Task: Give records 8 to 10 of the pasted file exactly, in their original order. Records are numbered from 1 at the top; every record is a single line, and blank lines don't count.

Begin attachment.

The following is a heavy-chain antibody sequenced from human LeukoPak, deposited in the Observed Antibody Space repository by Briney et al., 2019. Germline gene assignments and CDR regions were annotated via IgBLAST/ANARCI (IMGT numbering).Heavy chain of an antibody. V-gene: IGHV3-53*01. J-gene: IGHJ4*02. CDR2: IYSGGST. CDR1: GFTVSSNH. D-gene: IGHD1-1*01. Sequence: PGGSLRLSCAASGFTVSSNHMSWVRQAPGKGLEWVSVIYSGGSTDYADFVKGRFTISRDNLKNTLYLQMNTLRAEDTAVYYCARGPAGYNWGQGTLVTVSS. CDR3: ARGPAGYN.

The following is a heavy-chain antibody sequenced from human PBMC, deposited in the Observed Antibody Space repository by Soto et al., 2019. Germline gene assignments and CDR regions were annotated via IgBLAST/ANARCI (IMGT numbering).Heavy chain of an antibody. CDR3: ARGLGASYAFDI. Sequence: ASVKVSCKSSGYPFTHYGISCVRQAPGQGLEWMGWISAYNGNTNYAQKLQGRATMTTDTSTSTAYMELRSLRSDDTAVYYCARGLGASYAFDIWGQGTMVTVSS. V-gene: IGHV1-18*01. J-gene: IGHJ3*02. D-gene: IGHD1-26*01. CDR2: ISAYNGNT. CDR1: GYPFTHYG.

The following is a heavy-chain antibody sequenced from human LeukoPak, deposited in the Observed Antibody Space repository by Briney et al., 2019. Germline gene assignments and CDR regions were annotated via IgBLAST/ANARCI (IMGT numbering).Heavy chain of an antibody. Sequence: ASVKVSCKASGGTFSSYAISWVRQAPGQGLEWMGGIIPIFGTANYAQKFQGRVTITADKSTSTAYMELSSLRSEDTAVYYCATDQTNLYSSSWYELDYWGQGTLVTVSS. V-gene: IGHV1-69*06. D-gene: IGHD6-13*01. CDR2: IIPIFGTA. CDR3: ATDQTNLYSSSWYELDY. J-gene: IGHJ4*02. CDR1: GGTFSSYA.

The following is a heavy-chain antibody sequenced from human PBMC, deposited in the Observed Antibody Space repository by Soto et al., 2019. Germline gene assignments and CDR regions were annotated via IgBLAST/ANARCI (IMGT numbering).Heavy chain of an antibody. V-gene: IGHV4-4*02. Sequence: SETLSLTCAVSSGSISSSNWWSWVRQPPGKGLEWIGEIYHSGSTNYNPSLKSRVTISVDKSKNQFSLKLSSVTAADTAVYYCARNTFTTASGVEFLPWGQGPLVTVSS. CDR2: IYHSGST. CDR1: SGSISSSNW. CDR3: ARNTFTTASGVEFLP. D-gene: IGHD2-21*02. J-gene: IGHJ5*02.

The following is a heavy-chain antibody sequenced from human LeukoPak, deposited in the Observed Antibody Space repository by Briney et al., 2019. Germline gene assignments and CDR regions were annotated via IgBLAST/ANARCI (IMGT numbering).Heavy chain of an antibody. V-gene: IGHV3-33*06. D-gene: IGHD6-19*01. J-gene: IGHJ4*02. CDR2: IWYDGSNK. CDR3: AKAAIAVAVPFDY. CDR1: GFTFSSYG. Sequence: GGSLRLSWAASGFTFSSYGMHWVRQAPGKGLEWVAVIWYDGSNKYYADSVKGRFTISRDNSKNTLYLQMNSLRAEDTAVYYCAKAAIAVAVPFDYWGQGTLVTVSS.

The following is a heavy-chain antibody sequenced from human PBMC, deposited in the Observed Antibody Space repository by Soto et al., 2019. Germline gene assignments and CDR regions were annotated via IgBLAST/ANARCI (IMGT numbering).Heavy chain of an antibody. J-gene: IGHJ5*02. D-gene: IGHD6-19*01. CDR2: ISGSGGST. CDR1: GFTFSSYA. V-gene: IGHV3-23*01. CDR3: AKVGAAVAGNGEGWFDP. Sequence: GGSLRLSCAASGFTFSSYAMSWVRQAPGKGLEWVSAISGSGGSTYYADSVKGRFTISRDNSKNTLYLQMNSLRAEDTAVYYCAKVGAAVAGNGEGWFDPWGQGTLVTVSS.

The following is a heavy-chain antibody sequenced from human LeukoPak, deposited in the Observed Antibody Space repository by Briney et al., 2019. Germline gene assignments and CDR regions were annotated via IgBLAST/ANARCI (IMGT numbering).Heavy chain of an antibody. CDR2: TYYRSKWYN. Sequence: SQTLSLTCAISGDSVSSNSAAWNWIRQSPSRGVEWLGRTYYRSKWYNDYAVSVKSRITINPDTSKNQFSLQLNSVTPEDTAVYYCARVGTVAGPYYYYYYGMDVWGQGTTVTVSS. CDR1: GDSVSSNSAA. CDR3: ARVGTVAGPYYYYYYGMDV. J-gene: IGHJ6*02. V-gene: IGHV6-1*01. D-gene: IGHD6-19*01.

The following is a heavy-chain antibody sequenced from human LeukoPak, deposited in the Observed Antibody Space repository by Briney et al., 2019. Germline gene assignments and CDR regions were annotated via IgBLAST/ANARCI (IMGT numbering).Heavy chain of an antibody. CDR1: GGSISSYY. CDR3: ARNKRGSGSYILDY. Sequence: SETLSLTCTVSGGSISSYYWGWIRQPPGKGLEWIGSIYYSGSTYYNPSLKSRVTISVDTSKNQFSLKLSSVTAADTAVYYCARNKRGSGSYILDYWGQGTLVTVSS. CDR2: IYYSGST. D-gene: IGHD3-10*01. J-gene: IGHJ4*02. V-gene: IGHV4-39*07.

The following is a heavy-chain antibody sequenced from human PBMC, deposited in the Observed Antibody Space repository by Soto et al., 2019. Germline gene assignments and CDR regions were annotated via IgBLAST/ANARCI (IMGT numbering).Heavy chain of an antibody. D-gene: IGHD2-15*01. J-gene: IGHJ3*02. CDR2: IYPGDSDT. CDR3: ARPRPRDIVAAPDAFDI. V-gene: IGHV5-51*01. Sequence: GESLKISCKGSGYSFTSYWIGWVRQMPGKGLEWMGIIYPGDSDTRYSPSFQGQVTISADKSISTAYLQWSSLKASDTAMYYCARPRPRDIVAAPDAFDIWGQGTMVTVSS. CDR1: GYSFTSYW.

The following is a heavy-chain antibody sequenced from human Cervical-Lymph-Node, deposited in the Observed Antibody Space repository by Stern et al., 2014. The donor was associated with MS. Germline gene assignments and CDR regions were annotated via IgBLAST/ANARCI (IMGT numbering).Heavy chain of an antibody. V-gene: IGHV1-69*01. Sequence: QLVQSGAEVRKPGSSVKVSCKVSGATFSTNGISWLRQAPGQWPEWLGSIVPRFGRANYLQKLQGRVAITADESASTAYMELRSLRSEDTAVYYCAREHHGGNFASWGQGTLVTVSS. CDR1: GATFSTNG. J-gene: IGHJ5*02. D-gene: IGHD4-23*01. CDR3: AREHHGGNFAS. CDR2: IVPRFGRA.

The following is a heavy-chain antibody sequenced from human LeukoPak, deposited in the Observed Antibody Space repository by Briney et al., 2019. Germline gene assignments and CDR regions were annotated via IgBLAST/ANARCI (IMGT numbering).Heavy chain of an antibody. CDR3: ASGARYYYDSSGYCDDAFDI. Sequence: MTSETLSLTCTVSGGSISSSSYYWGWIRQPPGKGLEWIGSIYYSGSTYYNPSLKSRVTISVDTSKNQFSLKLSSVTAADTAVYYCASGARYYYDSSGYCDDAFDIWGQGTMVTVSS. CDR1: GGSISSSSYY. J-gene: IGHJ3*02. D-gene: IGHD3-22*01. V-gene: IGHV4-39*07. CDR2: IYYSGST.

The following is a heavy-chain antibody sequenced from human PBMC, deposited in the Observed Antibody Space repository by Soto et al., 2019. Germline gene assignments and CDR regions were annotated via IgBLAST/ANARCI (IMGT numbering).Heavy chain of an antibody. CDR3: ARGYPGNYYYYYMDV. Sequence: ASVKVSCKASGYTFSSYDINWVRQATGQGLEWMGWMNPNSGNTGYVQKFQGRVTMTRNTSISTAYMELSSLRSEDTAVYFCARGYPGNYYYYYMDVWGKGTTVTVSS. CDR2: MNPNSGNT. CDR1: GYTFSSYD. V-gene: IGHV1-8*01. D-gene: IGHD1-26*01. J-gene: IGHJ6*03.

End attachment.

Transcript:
The following is a heavy-chain antibody sequenced from human LeukoPak, deposited in the Observed Antibody Space repository by Briney et al., 2019. Germline gene assignments and CDR regions were annotated via IgBLAST/ANARCI (IMGT numbering).Heavy chain of an antibody. CDR1: GGSISSYY. CDR3: ARNKRGSGSYILDY. Sequence: SETLSLTCTVSGGSISSYYWGWIRQPPGKGLEWIGSIYYSGSTYYNPSLKSRVTISVDTSKNQFSLKLSSVTAADTAVYYCARNKRGSGSYILDYWGQGTLVTVSS. CDR2: IYYSGST. D-gene: IGHD3-10*01. J-gene: IGHJ4*02. V-gene: IGHV4-39*07.

The following is a heavy-chain antibody sequenced from human PBMC, deposited in the Observed Antibody Space repository by Soto et al., 2019. Germline gene assignments and CDR regions were annotated via IgBLAST/ANARCI (IMGT numbering).Heavy chain of an antibody. D-gene: IGHD2-15*01. J-gene: IGHJ3*02. CDR2: IYPGDSDT. CDR3: ARPRPRDIVAAPDAFDI. V-gene: IGHV5-51*01. Sequence: GESLKISCKGSGYSFTSYWIGWVRQMPGKGLEWMGIIYPGDSDTRYSPSFQGQVTISADKSISTAYLQWSSLKASDTAMYYCARPRPRDIVAAPDAFDIWGQGTMVTVSS. CDR1: GYSFTSYW.

The following is a heavy-chain antibody sequenced from human Cervical-Lymph-Node, deposited in the Observed Antibody Space repository by Stern et al., 2014. The donor was associated with MS. Germline gene assignments and CDR regions were annotated via IgBLAST/ANARCI (IMGT numbering).Heavy chain of an antibody. V-gene: IGHV1-69*01. Sequence: QLVQSGAEVRKPGSSVKVSCKVSGATFSTNGISWLRQAPGQWPEWLGSIVPRFGRANYLQKLQGRVAITADESASTAYMELRSLRSEDTAVYYCAREHHGGNFASWGQGTLVTVSS. CDR1: GATFSTNG. J-gene: IGHJ5*02. D-gene: IGHD4-23*01. CDR3: AREHHGGNFAS. CDR2: IVPRFGRA.